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Malkin, E.E. (1977). Rationality and Politics. Am. J. Psychoanal., 37(1):65-71.

(1977). American Journal of Psychoanalysis, 37(1):65-71

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Rationality and Politics

Edward E. Malkin, Ph.D.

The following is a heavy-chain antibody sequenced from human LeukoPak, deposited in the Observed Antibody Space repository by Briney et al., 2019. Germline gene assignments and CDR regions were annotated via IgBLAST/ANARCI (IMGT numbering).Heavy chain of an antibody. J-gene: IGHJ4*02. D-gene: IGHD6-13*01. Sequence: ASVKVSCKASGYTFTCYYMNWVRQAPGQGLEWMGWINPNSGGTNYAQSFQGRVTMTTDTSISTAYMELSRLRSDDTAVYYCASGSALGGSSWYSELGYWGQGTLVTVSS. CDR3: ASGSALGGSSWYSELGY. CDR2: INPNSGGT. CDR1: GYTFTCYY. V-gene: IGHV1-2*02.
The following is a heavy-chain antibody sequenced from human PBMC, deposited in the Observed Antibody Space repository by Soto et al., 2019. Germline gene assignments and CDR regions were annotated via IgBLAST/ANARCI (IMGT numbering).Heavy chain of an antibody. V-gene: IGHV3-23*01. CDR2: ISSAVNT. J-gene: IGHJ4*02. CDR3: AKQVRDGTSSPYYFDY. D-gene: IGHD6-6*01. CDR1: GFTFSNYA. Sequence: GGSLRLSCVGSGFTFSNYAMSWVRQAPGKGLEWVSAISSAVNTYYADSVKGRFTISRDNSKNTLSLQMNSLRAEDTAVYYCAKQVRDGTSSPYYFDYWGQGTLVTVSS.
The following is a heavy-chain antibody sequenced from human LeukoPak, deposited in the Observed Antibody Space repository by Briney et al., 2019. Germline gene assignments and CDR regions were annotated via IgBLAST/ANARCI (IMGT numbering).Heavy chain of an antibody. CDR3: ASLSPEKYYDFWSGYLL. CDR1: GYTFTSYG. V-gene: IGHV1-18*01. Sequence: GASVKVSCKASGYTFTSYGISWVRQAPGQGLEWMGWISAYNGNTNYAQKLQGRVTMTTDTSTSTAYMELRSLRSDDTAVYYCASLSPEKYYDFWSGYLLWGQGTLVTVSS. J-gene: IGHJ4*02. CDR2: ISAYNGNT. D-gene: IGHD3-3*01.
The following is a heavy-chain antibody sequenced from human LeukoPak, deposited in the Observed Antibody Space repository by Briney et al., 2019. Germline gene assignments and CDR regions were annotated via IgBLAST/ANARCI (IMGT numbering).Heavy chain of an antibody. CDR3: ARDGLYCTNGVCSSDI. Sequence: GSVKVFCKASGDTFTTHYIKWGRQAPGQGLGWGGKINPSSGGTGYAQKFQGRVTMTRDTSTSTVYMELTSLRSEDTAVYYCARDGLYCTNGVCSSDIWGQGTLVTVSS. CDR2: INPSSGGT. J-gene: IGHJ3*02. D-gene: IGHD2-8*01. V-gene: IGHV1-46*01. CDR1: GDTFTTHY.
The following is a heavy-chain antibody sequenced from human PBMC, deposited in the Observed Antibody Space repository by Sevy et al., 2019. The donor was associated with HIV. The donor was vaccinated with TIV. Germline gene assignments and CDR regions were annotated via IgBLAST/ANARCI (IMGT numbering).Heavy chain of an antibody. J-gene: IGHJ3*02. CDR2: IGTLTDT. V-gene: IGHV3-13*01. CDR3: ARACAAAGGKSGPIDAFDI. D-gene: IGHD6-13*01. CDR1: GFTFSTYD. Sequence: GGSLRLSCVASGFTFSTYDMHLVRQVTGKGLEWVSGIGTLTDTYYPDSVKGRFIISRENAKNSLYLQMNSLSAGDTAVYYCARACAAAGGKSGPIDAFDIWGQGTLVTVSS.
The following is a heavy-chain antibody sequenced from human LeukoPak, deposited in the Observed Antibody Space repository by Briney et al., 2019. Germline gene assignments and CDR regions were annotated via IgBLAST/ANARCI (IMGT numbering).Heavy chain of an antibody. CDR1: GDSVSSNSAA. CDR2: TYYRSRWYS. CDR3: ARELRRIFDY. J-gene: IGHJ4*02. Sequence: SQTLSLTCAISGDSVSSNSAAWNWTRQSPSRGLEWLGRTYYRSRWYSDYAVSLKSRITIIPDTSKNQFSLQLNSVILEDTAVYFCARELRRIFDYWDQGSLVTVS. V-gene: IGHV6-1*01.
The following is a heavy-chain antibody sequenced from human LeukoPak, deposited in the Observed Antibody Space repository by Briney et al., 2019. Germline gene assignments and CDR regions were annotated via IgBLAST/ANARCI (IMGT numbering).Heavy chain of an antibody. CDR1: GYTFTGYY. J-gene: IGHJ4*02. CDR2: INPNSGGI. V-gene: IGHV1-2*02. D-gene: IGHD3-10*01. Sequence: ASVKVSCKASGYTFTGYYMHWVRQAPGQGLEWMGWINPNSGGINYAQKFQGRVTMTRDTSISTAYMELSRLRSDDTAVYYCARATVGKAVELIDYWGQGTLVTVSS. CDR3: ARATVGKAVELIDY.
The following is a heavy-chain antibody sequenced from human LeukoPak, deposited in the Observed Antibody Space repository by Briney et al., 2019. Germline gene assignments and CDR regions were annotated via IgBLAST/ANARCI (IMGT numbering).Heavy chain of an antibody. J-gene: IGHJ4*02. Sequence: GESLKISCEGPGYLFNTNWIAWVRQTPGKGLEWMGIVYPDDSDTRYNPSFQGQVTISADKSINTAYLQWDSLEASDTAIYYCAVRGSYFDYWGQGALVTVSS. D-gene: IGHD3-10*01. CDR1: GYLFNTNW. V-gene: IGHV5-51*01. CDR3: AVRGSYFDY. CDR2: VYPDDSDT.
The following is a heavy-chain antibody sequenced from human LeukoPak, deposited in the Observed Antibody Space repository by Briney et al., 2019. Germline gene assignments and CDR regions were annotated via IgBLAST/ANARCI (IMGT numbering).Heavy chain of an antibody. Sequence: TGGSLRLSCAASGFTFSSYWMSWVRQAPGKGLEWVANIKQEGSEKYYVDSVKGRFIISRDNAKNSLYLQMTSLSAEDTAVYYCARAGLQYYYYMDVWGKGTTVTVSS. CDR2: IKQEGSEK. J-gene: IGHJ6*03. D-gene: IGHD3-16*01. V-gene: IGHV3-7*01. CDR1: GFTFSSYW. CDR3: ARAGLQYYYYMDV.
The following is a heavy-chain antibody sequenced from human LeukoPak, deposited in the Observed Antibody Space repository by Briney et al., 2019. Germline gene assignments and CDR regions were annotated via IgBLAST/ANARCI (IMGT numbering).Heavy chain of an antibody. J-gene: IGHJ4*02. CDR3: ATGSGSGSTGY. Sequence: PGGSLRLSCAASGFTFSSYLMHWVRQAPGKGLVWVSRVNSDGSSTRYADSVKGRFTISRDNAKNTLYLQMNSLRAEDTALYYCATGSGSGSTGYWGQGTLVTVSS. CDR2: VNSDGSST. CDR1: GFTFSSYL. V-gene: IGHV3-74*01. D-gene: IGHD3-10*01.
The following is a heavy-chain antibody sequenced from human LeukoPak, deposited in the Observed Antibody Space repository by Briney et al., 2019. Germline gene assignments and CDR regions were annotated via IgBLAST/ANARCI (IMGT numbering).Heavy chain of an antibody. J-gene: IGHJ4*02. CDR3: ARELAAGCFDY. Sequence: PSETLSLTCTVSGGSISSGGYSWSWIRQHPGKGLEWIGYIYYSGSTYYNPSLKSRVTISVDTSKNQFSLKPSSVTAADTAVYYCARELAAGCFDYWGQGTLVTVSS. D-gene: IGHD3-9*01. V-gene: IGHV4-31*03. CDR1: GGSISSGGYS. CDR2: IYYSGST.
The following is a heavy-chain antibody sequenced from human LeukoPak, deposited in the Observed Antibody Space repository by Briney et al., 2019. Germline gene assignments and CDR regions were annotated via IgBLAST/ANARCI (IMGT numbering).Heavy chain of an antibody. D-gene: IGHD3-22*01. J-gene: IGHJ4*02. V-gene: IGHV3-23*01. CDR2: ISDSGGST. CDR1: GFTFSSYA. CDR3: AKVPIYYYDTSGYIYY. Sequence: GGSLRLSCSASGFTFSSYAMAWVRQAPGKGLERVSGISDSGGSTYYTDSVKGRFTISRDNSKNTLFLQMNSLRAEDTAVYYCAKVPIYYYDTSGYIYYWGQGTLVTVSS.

What is it to be rational? Epictetus pondered this question long ago on the Balkan coast and there was reminded of the ebb and flow of market prices where men sell themselves according to the value each assigns to his own capacity for autonomous definition. For one man, the freed slave concluded, it is rational to hold the chamber pot for another, since in doing so he is likely to be fed and to avoid being beaten.1 For another, even the thought of having the pot held for him is irrational. The connection between rationality and one's estimate of oneself was also clear to that eminently pragmatic Stoic Seneca, who knew, and not merely as a verbalizer, what one must often do in this life. Seneca concluded that rationality may turn out in the end to consist of choking oneself to death with a filth-clotted mop used to swab out toilets, if nothing else comes to hand, when the game is no longer worth the candle.2 In our own day, one's estimate of oneself can bring a Catholic into a Protestant saloon in Ulster girdled with gelignite to blow himself up if only he can take four Protestant men and their wives with him into the next world. It was Bertrand Russell's estimate of the value of his existence over his nonexistence that led to the ultimate shrink-wisdom of his apothegm, “better Red than dead,” which recently provoked Solzhenitsyn to respond, “better dead than a scoundrel.” Such conclusions led Bill and Emily Harris to their certainty that any future existence of this global polis as a continuation of the present one is not only irrational but intolerable.

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